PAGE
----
Petrographic examination of refractory damage to a burner pipe
Refractories are integral parts of any pyroprocessing plant. Consequently, any failure will cause many hours of lost production. To make matters worse the duration of the production loss is exacerbated by long, cool down periods, before repairs can be carried out, and by slow heat-up rates which are necessary to protect the new refractory from thermal stress and spalling.
A cement kiln burner pipe operates in probably the harshest environment. The refractory which protects the burner pipe must withstand abrasion from clinker particles re-entering the kiln, chemical attack from aggressive volatile salts and high temperatures. Many different materials, designs and anchoring systems have been tried out, generally, with little success. One of the difficulties has been an evaluation of the factors which can cause a failure. To date one has had to rely on circumstantial evidence, with little benefit. To address this problem a more scientific approach has been taken, with techniques applied to unlock the `critical evidence’. Petrographic analysis is one such technique; it has been long used to evaluate minerals and more recently it is being used to evaluate concrete.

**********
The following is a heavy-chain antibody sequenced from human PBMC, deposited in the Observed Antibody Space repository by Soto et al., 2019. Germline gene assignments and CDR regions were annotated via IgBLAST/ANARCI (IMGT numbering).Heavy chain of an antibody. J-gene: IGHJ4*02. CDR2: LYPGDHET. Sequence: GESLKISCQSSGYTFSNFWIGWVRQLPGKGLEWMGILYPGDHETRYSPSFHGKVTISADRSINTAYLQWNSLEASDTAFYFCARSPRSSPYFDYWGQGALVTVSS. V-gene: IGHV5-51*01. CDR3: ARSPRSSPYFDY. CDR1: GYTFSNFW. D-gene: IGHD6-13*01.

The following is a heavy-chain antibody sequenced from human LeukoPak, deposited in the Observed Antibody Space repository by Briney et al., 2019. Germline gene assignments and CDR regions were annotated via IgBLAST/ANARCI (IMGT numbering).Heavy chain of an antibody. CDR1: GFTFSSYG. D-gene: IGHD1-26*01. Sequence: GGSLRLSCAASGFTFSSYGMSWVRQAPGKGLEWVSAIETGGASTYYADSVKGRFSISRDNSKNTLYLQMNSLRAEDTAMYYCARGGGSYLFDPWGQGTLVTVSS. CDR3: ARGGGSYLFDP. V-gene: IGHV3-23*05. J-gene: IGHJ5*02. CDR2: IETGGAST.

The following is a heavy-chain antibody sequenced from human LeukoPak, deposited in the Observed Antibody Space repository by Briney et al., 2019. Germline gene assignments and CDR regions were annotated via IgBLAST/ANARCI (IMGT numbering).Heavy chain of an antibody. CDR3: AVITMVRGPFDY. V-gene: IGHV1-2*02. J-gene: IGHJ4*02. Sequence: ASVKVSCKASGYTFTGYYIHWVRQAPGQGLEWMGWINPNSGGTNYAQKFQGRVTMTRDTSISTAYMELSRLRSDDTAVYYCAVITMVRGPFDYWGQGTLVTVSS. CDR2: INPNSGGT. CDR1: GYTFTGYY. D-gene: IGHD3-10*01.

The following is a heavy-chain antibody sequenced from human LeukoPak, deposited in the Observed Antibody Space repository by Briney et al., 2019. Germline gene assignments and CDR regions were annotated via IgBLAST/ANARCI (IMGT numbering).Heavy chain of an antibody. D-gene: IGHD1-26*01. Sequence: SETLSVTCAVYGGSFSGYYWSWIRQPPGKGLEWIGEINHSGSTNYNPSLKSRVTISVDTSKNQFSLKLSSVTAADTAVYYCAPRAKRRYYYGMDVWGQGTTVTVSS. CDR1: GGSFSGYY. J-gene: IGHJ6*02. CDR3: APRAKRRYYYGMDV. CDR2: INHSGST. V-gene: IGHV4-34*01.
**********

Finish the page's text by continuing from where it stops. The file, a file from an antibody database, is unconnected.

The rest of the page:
Microscopical examination can reveal the `critical evidence’ required for interpretation of the sequence of events which occur during the service life of a refractory. This technique is applied to refractory concrete, and this paper discusses the evidence of a burner pipe refractory failure at a Queensland cement plant.